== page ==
One thing this new M5 improves on is in the electronics area. The E60 driver was simply overwhelmed with settings for everything controlling the car and no simple way to access or change them. This was the effect of the oft-derided iDrive system. The new F10 seeks to change this with simpler settings and easier access to them with either buttons or a simplified version of iDrive. Where the previous SMG transmission had ELEVEN (how quickly would you like your head snapped off?) settings, the V10 having THREE (how much power do you want?) settings along with a myriad others (some as trivial as allowing timer settings for the interior/exterior lights...really?), the F10 pares all of this customization down to the driving details in four simple modes: Economy, Comfort, Sport and Sport+. In Economy and Comfort mode, the transmission and suspension are tuned to make the M5 as docile as a regular 528i, the transmission slurring between gears (shooting for the highest in Economy) and the suspension absorbing bumps and giving a very compliant ride. Switch to Sport and the engine note becomes noticeably angrier, the transmission swaps gears more aggressively, steering gains more load and the suspension firms up. Sport+ stiffens up the springs even more, adds even more heft to the steering and turns the M5 into an apex eating, turn gobbling, straights chomping monster. These settings are programmable through two M buttons on the steering wheel, allowing the driver to customize and store preferences (easier done here than in the E60). North America can take comfort in the fact that unlike the previous M5 which offered a manual transmission late in its life cycle, one will be offered in the new F10 from the start (without the penalty of not being able to switch off traction and stability control completely...and the heavens rejoiced!)

2013 BMW M5

Now, about that engine. Why turbos? Why forced induction? Why abandon a central theme important to M heritage by throwing away natural aspiration in favor of turbocharging? If you're an M enthusiast you can recall some time in BMW's history when uttering the term "forced induction" in a BMW building was akin to showing the Nazi sign. At Buckingham Palace. While dining with the Queen. It was unthinkable. Well, you'll have to get over it and cut BMW some slack. We now live in an era where fuel isn't as cheap as it once was and the reduction of vehicle emissions is now a central part of every automaker's R&D. The Germans are not immune to this and in order to comply with ever tightening emissions regulations, BMW has had to forego this central tradition (if you need any more proof, the next M3 will also use some form of turbocharging while downsizing from its current V8 back to a six cylinder). However, it's not all gloom and doom. With the new turbo V8 comes a new emphasis on economy. The S63B44Tu is an evolution of the S63 engine (itself a M-ified version of the regular N63 4.4 liter in 550i/750i sedans) used in the X5 M/X6 M high performance SUVs. As such, it boasts 30% better fuel economy ratings than the old 5.0 liter V10 of the E60. Sure the engine redlines at a tamer 7200 rpm, but for that you get 53 more horse over the old V10. Much more impressive is the jump in torque from 383lb-ft to an even 500lb-ft at a more accessible 1500rpm and the torque curve is as flat as the Great Plains. Drivers of the old M5 take notice: revving is not required but if you do, hang on.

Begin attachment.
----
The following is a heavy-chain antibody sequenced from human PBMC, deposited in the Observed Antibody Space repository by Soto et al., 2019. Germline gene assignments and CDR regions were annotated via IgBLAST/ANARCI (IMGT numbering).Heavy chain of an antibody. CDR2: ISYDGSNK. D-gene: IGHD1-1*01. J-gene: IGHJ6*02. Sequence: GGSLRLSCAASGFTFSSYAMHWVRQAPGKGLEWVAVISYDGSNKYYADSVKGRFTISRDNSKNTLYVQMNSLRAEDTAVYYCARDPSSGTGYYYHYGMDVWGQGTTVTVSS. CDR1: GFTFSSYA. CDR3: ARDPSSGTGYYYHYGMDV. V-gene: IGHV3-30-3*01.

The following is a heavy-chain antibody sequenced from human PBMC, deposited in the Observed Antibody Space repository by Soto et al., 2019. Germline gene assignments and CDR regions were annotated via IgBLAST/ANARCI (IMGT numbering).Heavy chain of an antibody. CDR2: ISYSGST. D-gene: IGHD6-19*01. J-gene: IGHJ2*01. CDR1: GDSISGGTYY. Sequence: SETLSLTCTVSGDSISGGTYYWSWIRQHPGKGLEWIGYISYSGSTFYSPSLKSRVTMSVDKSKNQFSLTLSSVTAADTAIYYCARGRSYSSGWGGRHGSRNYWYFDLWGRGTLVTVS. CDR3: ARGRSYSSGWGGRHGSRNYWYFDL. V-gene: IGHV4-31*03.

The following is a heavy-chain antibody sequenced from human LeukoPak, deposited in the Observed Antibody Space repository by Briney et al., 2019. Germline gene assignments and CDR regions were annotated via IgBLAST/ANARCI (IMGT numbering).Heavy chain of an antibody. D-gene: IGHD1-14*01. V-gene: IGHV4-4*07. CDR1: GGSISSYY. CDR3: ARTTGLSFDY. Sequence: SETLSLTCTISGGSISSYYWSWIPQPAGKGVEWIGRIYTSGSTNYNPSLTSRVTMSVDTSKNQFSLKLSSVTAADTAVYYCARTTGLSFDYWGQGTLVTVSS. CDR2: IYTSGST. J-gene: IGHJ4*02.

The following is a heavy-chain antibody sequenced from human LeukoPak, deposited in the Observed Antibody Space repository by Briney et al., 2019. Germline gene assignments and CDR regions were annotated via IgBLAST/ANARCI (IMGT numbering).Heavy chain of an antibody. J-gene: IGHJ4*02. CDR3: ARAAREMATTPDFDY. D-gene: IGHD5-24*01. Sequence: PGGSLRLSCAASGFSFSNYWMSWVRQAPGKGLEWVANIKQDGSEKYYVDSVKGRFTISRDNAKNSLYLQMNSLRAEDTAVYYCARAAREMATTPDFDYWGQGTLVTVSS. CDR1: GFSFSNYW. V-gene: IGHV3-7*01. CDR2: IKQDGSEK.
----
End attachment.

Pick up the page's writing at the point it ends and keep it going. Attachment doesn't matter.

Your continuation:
Despite the F10 M5's gain in weight (thanks to the 5 Series architecture being based on the larger 7 Series) BMW has worked hard to minimize this penalty by using as much lightweight materials as possible throughout the car. Aluminum comprises the hood, fenders and doors as well as ultra high-strength steel through much of the chassis. Still the M5 comes it at a porky 4250lbs, some 200lbs heavier than the outgoing E60. Continuing the M tradition for Q ship styling, the M5 sports subtle exterior tweaks over the regular 5 Series that only the M faithful will identify at a distance. Larger air intakes at the front, larger fender flares framing 19 (or optional 20) inch wheels, a lowered suspension, the signature quad pipe exhaust and a subtle trunklid spoiler along with a sprinkling of M badges are among the calling cards for this cruise missile on wheels. Compared to the Bangle-esque styling of the E60 with its dramatic, flame surfaced exterior, the F10 model is quietly exotic. In many ways, it recalls the executive yet wolf-in-sheep's-clothes styling of the cult-status E39 model.

The 2013 BMW M5 should be on sale as of this writing at an MSRP of $90,795 (including $895 destination/handling). Go crazy with options like the Driver's Assistance package which includes systems such as blind spot warning, lane departure warning, side and top view cameras; the Executive package which further enhances luxury with heated rear seats and steering wheels, power trunklid, soft close doors plus a DVD entertainment system with screens in the front headrests (in case the kids get bored with your track driving)  and you're looking at a price tag of well over $110,000. Eye watering for sure but look on the bright side, that Porsche driver in the next lane will never know what hit him.

Images courtesy of BMW

First Impressions - 2015 Ford Mustang

If you're a fan of sports cars (or any car for that matter) saddled with live axle rear suspensions,stop reading right now.